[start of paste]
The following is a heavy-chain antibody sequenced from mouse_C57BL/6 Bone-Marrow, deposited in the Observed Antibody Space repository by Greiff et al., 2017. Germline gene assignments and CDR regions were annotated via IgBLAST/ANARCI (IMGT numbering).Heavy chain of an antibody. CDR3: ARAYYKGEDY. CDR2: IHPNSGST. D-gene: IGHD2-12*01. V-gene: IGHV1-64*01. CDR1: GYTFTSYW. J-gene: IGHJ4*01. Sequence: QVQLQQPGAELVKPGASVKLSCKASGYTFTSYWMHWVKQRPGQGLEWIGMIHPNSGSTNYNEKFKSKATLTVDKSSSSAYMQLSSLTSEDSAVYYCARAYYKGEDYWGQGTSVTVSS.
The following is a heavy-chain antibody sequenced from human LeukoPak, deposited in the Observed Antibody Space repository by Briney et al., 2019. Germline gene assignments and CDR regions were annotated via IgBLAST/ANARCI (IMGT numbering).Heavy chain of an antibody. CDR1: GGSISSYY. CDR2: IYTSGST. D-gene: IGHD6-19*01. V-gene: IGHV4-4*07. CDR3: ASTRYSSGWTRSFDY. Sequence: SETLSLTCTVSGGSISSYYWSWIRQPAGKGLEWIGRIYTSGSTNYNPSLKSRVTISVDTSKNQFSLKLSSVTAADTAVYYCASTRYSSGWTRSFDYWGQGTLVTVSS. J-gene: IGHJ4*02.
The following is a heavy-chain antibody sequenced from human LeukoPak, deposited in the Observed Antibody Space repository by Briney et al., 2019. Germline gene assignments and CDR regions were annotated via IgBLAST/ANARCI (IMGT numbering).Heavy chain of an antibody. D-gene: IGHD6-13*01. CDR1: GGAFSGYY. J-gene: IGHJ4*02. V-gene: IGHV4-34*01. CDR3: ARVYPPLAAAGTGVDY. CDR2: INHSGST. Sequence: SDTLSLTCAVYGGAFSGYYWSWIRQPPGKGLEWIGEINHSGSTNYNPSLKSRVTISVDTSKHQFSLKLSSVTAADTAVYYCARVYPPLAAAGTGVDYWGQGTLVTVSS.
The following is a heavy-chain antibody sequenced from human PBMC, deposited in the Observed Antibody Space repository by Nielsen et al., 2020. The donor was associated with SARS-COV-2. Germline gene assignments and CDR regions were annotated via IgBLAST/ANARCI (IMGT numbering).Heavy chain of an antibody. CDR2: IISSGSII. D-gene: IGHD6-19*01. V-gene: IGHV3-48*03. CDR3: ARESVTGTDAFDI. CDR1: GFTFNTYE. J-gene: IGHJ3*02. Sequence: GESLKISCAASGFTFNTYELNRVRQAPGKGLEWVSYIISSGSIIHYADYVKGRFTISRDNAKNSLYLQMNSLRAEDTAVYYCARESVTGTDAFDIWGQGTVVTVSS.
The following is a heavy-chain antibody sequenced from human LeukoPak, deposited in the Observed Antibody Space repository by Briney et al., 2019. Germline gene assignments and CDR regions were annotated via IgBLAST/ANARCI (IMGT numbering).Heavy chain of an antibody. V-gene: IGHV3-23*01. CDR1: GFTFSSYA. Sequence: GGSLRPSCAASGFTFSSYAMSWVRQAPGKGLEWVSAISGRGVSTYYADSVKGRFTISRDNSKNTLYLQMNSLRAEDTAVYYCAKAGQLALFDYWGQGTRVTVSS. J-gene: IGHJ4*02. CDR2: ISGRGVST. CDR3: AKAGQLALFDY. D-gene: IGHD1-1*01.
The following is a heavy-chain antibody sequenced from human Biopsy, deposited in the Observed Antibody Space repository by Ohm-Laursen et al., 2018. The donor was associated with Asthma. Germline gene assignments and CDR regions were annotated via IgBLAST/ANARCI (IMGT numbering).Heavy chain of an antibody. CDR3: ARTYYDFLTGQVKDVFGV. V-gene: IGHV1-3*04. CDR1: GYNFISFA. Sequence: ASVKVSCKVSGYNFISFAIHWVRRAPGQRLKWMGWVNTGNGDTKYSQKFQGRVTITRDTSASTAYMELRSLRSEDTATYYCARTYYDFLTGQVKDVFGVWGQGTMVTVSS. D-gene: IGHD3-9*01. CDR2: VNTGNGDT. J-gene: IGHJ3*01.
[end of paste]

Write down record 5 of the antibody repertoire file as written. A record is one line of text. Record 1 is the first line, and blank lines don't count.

The following is a heavy-chain antibody sequenced from human LeukoPak, deposited in the Observed Antibody Space repository by Briney et al., 2019. Germline gene assignments and CDR regions were annotated via IgBLAST/ANARCI (IMGT numbering).Heavy chain of an antibody. V-gene: IGHV3-23*01. CDR1: GFTFSSYA. Sequence: GGSLRPSCAASGFTFSSYAMSWVRQAPGKGLEWVSAISGRGVSTYYADSVKGRFTISRDNSKNTLYLQMNSLRAEDTAVYYCAKAGQLALFDYWGQGTRVTVSS. J-gene: IGHJ4*02. CDR2: ISGRGVST. CDR3: AKAGQLALFDY. D-gene: IGHD1-1*01.